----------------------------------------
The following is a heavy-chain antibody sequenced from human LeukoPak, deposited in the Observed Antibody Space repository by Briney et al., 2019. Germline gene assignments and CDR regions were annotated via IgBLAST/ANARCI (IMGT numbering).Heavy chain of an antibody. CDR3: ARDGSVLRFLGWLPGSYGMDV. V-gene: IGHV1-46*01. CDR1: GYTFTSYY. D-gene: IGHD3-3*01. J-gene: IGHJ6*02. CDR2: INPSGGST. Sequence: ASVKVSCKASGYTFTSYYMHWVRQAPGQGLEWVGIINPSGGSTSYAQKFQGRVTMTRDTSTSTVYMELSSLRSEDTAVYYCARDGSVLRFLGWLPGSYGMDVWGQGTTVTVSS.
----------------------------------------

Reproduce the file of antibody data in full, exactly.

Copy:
The following is a heavy-chain antibody sequenced from human LeukoPak, deposited in the Observed Antibody Space repository by Briney et al., 2019. Germline gene assignments and CDR regions were annotated via IgBLAST/ANARCI (IMGT numbering).Heavy chain of an antibody. CDR3: ARDGSVLRFLGWLPGSYGMDV. V-gene: IGHV1-46*01. CDR1: GYTFTSYY. D-gene: IGHD3-3*01. J-gene: IGHJ6*02. CDR2: INPSGGST. Sequence: ASVKVSCKASGYTFTSYYMHWVRQAPGQGLEWVGIINPSGGSTSYAQKFQGRVTMTRDTSTSTVYMELSSLRSEDTAVYYCARDGSVLRFLGWLPGSYGMDVWGQGTTVTVSS.